I sat at the staff meeting listening to a social worker talk about a client who was very upset because the elevator in her subsidized apartment complex was too far from her door - and I marveled. Not only had the client invested a lot of energy in being upset about this, but the social worker had bought into it and had now upset herself about it. Then, she brought it to the staff meeting and worried 17 other people about it. What's wrong with this picture?

Perhaps I should first explain that subsidized housing is assigned housing. You may wait a year on a list for a housing assignment. When your number comes up, you take whatever they have available. Choosing to move to another apartment isn't an option. And the client was not disabled, she just wanted the elevator to be more convenient. So what was wrong with this situation?

It isn't based in reality. The elevator cannot be moved. The assignment cannot be changed. She can either accept the housing assignment or move back to the homeless shelter. So working herself into a frenzy about something that cannot be changed only made her miserable. When the social worker bought into this (instead of helping her figure out how to deal it) she then made herself miserable about something that could not be changed. She then brought it to the meeting where 17 other people decided to worry about the situation which could not be changed.

Why do I bring this up? Because I see people do this all the time. They are incensed about things which are not fair, or shouldn't be happening, or aren't right. They use up tons of emotional energy and burn away their peace of mind fretting about how they want things to be rather than dealing with how they actually are. Expecting the world to conform to your wishes rather than taking life as it is can be very frustrating. Expecting people to change rather than accepting them as they are can be very frustrating.

So when you find yourself getting riled up about something, listen to what you are saying about it. Words like "should", "shouldn't", "right" and "fair" might tip you that you are expecting life to be other than it is and setting yourself up to be frustrated, annoyed even infuriated. Here are some examples.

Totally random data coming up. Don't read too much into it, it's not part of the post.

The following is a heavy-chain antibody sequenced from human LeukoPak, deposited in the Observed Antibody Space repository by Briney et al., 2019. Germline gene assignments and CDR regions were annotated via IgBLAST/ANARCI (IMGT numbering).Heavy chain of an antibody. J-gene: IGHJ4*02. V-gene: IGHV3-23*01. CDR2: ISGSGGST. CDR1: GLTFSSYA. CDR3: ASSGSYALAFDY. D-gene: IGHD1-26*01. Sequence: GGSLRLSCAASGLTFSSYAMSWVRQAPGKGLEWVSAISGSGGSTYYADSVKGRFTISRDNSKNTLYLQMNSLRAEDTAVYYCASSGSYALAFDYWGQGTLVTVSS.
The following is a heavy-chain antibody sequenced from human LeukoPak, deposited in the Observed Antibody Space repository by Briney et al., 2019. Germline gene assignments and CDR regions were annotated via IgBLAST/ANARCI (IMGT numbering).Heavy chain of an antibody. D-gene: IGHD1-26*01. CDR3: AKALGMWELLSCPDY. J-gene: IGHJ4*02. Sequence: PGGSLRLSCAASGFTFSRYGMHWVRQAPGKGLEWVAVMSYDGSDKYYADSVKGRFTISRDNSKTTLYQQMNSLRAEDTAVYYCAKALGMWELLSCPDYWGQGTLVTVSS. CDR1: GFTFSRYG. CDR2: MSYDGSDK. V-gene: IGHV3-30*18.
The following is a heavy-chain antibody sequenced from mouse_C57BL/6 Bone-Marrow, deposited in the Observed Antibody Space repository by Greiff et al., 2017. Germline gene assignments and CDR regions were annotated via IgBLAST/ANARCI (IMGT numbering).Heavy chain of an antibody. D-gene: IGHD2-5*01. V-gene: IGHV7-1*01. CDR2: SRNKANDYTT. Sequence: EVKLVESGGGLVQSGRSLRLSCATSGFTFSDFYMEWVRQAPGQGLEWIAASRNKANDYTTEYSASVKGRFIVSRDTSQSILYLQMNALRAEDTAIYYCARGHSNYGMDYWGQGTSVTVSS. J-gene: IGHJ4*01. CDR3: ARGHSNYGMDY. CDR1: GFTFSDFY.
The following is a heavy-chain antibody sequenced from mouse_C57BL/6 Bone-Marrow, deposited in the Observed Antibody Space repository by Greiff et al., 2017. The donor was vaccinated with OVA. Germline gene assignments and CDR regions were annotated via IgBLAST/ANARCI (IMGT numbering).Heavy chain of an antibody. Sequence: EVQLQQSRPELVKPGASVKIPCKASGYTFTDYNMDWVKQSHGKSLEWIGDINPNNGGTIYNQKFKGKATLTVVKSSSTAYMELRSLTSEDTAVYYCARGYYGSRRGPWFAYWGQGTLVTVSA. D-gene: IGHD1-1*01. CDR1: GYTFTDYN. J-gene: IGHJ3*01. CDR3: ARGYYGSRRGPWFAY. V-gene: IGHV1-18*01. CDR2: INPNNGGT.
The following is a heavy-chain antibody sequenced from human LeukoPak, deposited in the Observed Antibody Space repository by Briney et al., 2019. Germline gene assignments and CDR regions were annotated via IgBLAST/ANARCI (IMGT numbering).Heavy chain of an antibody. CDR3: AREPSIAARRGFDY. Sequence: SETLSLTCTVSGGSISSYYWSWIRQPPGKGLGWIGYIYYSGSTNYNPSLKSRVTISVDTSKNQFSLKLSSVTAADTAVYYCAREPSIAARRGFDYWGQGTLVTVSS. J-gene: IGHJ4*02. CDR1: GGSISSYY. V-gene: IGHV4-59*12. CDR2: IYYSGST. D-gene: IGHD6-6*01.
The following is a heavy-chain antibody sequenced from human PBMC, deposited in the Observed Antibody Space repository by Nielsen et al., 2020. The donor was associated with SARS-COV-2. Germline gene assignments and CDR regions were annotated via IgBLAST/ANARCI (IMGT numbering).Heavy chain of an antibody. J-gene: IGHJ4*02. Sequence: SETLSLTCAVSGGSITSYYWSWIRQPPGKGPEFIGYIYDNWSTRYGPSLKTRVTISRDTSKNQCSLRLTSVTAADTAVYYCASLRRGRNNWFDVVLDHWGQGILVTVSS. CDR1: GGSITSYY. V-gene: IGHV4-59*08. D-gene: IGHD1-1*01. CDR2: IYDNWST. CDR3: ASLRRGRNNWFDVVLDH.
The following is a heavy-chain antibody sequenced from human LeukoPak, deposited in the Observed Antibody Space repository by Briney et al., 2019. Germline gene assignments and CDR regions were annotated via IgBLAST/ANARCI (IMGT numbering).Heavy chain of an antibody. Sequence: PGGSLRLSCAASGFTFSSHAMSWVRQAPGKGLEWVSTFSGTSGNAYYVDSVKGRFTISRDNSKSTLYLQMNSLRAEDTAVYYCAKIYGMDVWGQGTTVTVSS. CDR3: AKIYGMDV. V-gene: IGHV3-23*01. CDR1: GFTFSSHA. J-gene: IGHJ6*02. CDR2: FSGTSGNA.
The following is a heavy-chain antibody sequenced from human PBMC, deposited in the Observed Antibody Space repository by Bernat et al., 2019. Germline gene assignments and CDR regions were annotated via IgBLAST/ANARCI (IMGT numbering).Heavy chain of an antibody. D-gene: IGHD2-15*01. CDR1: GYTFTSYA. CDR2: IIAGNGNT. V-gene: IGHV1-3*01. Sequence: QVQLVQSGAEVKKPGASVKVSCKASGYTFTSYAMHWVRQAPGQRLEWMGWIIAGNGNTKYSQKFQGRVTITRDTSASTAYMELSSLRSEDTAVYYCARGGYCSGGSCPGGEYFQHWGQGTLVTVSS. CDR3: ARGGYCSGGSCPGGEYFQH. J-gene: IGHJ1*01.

"He shouldn't do that to me." But he does. What are you going to do about it?

"It's just not fair." You're right. It isn't. Who said it would be?

"She should be more responsible." But she isn't.

Identify when you are creating expectations that aren't realistic and then do a reality check. You can deal with reality. You can make choices about how to react to reality and making choices keeps you from feeling helpless and frustrated. Let's look.

She isn't more responsible. So what do you do now? Cover for her? Fire her? Double check her work? Now you have something to which you can actually react. You can't change her. You can only control your response to her. That you can do. And being able to actually do something reduces stress, tension and anger.

I see this a lot with road rage.

"It shouldn't take this long to get there."

But it does take this long. Now what? Rant and fume in your car? Will that make traffic go any faster? No. What could you do? Adapt to the reality that it does take this long. Bring language tapes and learn another language while sitting in traffic. Start taking public transit so you can catch up on your reading instead of sitting and fuming. Take a different route. Go at a different time. Now you have choices. Now you have something over which you have control. You can do all of these things. The one thing you absolutely cannot do is change the flow of the traffic. So fuming about it just gets you all worked up and accomplishes nothing.

Checking those expectations and taking life on it's own terms can lead to a lot more peaceful existence and a lot less stress. Let go of the way you think things should be. Let go of how you think people should act. Take them as they are - and focus on what you can do to deal with that. That is real. That you can do.

You can read more about mental health issues at my blog: www.kellevision.com .

Author's Bio: 

Intent.com is a premier wellness site and supportive social network where like-minded individuals can connect and support each others' intentions. Founded by Deepak Chopra's daughter Mallika Chopra, Intent.com aims to be the most trusted and comprehensive wellness destination featuring a supportive community of members, blogs from top wellness experts and curated online content relating to Personal, Social, Global and Spiritual wellness.